While many people will visit Mexico for its incredible resorts and its big tourist centres like Tulum, Cancun, Punta Cana, or Cozumel, too often travellers ignore the rest of the country. From the vivid wall paintings at Bonampak to the mighty temples of Chichén Itzá, the sheer variety of archaeological sites in Mexico is astounding. Add to this the brilliance of the Caribbean Sea, huge canyons and dense jungles and you have an invigorating cocktail of culture and landscapes.
Congested, polluted and gloriously manic, Mexico City was originally founded by the Aztecs. Beyond the capital, the pace slows. Colonial cities, founded on the wealth of silver mines, provide an architectural paradise. Within easy striking distance of Mexico City, the mountains and desert plains of Querétaro are another world where people quietly go about their business as they have for centuries - farming and producing crafts for sale at the local markets.
The city of Oaxaca is the jewel in Mexico's gastronomic crown, home to colourful markets and a wide array of restaurants and street stalls serving regional specialties such as mole amarillo and empanadas stuffed with courgette flowers and molten quesillo (a mozzarella-like cheese).
Adventurers flock to Mexico to climb the volcanic peaks, to descend into the deepest cenotes or to spill down the white waters of the Antigua and Pescado rivers. The Caribbean offers superb diving off the Quintana Roo coastline, while on the west coast surfers ride the giant rollers beside the beautiful beaches of the wild Pacific and Baja California. In the far north-west, the Sea of Cortéz is one of the planet’s richest marine feeding grounds where, if you’re lucky, you’ll spot hammerhead sharks, dolphins and California grey whales.
When to Visit
Spring (March to May) Easter is an important event in Mexico, so you can anticipate plenty of local celebrations if you visit around Easter time. During Easter transport is often disrupted as virtually the whole country is on the move and many places close for the whole of Holy Week, and certainly from Thursday to Sunday, so this is not the best time to travel around Mexico. May (and June) sees some of the hottest weather in Mexico, with peak temperatures in much of the country.
Summer (June to August) is in theory the rainy season in Mexico, but just how wet it is varies a lot from place to place. In the heart of the country, you can expect a heavy but short-lived downpour virtually every afternoon whilst in the north hardly any rain ever falls. Chiapas is the wettest state and in the south and low-lying coastal areas summer is extremely humid. June to August are usually rainy months on the Pacific coast.
Autumn (September to November) is not the best time of year to visit Mexico’s beaches, as hurricane season means wet weather, choppy seas and mosquitoes, if not a full-on tropical storm. September is peak hurricane season, so you can expect intense rainfall on the coast, if not thundering storms. This turbulent period of weather in Mexico peters out by mid-October, and by November the rains have stopped, and the landscape is at its most lush. For many, November is the best time of year to visit Mexico as this is when the Day of the Dead falls (Nov 1–2).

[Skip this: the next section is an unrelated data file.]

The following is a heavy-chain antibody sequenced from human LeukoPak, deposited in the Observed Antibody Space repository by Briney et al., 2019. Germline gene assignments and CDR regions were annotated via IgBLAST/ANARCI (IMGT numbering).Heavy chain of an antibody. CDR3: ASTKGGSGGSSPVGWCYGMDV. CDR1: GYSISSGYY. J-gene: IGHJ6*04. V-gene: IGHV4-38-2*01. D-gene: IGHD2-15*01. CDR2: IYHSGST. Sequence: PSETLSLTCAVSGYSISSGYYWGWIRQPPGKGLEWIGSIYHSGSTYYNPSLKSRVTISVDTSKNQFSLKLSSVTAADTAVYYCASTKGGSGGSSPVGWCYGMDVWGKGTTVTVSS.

Winter (December to February) is the traditional tourist season in Mexico. Christmas is a major holiday in Mexico and one of the more bizarre Christmas events takes place in Oaxaca, where there is a public display of Nativity cribs and other sculptures made of radishes. Carnival is one of the biggest fiestas in Mexico, and while the dates change, it usually falls in February or early March.
The local currency is the Mexican Nuevo Peso, known colloquially as the ‘Peso’. It is abbreviated by the Dollar $ sign but to distinguish it from US Dollars you might see it either as MX$ or $MN, (MN stands for Mondeca Nacional, or National Currency). Notes are printed in denominations of 20, 50, 100, 200, 500 and 1,000 Pesos and
Peso coins are minted in 5, 10, 20 and 50 cents (or centavos as they are called locally).
It’s easier to exchange US dollar travellers’ cheques and notes into local currency than Sterling and it’s not usually possible to exchange cash at hotel receptions - this can only be done at banks and bureaux de change.
UK debit and credit cards are widely accepted for payment and in ATMs.
Visas and Vaccinations
You must have all visas (and vaccination) certificates that are necessary to enter or pass through Mexico.
Visa requirements are subject to change so please check with a Visa Service Company in the country in which you are located, or you can check details online instantly with companies such as CIBT Visas (https://cibtvisas.co.uk/. Visas can be obtained through the relevant embassy or consulate.
General Note: Some countries refuse admission to travellers not meeting their accepted standards of dress or appearance (even if they hold a visa). Entry may also be refused to certain countries if your passport bears stamps or visas (valid or expired) for Israel.
A useful general health advice website for travellers is http://www.who.int/ith/en/ and there are also advice sites in individual countries.
Please note it is your responsibility to ensure you have the correct, current visa and vaccination information and that you act on it.